93 points. 4/5 value value
Being asked to imagine “your bare feet in warm sand” is a blessed opening gambit for a slower than Allegro Okanagan Valley merlot. The phrase “piè franco” is invoked and with thanks to Italian wine scholar Jeremy Parzen, “in Italian wine parlance denotes ungrafted rootstock and is often employed to designate wines made from ungrafted, pre-phylloxera vines, like the Cappellano Barolo Piè Franco. It is akin, although not derived from, the French franc de pied.” This 2017 piece performed in that soil to vine movement is beautifully and dutifully paced, a deeply resonant, firm and earthbound red with both feet squarely, if magically anchored in white silica sand. You can taste the controlled lightning, a flash of metalliferous virtuoso and the “campo franco,” or free field form of a vineyard-tethered merlot. The potential here is great. The lingua franca notated speaks to B.C. and to La Stella’s style. Also worth noting, once again with a nod to JP, that one of the earliest instances of Piè is found in the humanist poet Politian, a.k.a Poliziano, who was from Montepulciano. This Allegretto is very reminiscent of merlot produced in the southern Tuscan appellation. A curious reference point, if only for a fleeting, piè franco moment. Drink 2021-2028. Tasted January 2021.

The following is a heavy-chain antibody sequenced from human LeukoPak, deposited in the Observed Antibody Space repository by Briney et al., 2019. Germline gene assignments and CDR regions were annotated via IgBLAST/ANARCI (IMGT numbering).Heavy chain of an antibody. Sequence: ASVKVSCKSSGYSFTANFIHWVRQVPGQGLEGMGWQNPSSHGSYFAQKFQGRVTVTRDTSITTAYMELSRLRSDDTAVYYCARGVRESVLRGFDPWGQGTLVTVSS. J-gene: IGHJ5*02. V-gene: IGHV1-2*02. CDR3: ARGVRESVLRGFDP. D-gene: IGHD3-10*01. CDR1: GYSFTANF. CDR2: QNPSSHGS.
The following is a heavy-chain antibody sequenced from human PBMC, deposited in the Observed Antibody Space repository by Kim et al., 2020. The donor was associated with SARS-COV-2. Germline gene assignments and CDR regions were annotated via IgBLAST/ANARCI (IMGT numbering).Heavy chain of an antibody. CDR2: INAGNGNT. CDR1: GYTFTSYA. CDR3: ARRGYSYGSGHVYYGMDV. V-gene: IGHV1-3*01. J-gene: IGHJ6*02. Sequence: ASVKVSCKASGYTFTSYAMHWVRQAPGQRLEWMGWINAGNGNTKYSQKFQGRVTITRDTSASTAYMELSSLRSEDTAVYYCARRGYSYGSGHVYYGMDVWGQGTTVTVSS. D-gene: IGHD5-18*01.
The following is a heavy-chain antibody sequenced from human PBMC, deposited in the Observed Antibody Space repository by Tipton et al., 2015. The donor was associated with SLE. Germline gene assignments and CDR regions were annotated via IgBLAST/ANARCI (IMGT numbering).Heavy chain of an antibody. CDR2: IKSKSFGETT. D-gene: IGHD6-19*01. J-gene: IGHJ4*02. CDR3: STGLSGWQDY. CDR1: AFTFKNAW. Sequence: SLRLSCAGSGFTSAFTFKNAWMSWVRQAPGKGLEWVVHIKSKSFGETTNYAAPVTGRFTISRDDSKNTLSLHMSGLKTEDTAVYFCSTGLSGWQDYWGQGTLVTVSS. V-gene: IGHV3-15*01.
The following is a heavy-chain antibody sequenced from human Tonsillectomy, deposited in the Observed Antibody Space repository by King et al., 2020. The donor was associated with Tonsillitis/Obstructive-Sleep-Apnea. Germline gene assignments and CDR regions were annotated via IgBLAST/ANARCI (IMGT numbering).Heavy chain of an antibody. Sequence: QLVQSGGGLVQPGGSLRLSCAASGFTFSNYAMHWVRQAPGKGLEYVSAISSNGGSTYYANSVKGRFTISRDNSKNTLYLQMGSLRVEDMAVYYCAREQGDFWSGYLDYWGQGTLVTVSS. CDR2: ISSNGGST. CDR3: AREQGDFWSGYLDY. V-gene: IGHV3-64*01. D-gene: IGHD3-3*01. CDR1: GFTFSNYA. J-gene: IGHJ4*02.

Such a wine. 30ish year old own rooted [pie franco] vines in white silica sand. Canada’s top merlot, yet again.
A rare merlot grown on its own roots (“pie franco”), the 2017 Allegretto is a fleshy, firm, well-structured, perfumed example, which will take some time in the decanter (or time in the cellar) to really show its best. I like the grainy tannic structure, a little more finessed than the mean for Okanagan merlot, but certainly more firm than most international paradigms. Fruit is appropriately dark, ripe and plummy, also with some roasted vegetal-herbal notes in the varietal idiom, with very good length. It will be a little severe for some, but I like the more old world structure. Best after 2022.